In summary, the technical measurement data presented by the University of Ulster report shows that the use of Dipetane allows an approximate 10% increase in the efficiency of the boiler in question. This comparison infers that due to the addition of Dipetane to a specified amount of fuel, the fuel is more completely combusted.

Review of "Minch Norton Report on Condition of Boilers Before and After Introduction of Dipetane Fuel Treatment" Summary

Two Cochran Thermax 6500 Kw/hr boilers commissioned in 1990 were examined in 1997 before and after the use of Dipetane as a fuel treatment. Following seven years of use, both boilers had degraded in performance relative to commissioning. The operators note that boiler #1, showing gross efficiency ranges of 78.9-81.8%, is in much better condition compared to boiler #2, as it is nearer to a common fuel heating unit.

The gross efficiency of boiler #2 is not reported. Following treatment with Dipetane the gross efficiency of boiler #1 is reported as 83.6¬88.5%, with boiler #2 at 83.8-87.4%. This is a significant improvement of the order of 10%. In both boilers, a lower fraction of excess oxygen is recorded in the flue gas, corresponding to a more complete combustion of the fuel and consistent with the determined improvement in efficiency.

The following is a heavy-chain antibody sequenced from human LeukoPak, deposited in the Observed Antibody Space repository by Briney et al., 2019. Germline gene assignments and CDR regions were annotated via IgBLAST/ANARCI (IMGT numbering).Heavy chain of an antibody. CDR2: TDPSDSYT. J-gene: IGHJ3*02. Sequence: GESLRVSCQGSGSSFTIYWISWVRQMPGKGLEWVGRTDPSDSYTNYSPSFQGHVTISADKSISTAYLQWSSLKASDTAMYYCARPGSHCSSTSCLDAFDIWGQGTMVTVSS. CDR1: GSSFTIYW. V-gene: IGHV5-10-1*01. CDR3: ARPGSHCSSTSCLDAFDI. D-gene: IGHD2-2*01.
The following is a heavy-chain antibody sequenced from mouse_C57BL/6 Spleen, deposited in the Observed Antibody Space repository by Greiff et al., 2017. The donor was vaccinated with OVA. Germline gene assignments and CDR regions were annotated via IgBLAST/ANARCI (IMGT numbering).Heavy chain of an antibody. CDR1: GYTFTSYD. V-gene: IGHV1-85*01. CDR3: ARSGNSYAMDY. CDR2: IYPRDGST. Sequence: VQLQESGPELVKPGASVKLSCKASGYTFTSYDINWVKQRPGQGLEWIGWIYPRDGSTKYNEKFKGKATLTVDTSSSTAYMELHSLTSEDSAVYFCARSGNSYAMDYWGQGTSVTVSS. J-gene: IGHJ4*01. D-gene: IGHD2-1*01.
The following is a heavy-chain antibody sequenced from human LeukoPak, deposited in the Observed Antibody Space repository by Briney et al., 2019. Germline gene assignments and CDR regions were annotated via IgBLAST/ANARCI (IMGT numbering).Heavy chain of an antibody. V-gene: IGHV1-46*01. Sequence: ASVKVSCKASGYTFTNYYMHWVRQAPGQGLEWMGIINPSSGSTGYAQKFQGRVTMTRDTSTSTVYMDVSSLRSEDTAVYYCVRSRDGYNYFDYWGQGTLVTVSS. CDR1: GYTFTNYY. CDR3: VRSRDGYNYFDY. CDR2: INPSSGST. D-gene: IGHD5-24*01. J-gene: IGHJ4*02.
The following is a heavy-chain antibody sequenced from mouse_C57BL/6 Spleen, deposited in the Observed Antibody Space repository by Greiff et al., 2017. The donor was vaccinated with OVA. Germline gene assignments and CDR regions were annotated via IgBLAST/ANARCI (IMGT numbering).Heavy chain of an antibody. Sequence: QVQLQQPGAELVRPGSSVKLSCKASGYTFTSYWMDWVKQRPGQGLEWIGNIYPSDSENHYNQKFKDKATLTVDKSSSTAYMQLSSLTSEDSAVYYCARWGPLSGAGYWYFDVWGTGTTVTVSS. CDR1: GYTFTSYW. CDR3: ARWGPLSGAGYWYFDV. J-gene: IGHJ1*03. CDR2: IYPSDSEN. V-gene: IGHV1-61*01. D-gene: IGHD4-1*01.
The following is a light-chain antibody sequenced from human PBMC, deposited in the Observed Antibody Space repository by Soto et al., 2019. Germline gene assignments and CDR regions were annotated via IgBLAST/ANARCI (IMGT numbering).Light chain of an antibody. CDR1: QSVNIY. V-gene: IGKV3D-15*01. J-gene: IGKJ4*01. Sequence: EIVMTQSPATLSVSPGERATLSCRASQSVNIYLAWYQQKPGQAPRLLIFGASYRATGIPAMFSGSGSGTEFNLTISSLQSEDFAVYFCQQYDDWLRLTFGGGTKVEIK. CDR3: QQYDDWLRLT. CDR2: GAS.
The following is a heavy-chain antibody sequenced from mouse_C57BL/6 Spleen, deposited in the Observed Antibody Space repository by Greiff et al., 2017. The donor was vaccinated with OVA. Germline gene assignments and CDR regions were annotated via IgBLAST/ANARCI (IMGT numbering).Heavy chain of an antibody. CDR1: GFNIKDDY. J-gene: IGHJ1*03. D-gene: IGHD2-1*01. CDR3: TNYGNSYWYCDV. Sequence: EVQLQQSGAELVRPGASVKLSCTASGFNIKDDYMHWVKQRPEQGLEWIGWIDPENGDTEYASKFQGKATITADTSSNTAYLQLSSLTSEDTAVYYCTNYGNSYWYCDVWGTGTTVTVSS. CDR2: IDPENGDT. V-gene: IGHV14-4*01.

Review of "Combustion Chamber Deposit Formation Mechanisms" Summary

A very nice, and mostly factual, concise review of the scientific understanding of combustion chambers deposits is provided. Combustion chamber deposits are a composite layered material comprising carbon from the fuel, and partially reduced oxygen from the air. It is well known that combustion chamber deposits form as the result of incomplete combustion due to poor mixing of the fuel/air in the combustion chamber. Though the authors note that at the time of writing (2000), the mode of action is not clearly understood (nor has it been greatly improved since), they show that it is commonly held that combustion deposits inhibit complete combustion through a variety of mechanisms including; radical quenching, and inhibited heat transfer.

Therefore, in addition to the well documented involvement of combustion deposits in limiting engine lifetime, they also retard the ability of the engine to convert the chemical energy of the fuel into useable power. The review finds several pieces of literature that demonstrate that the occurrence of combustion chamber deposits inhibit complete combustion, thus contributing to a cascading degradation in engine performance. The report does not mention Dipetane in any specific way.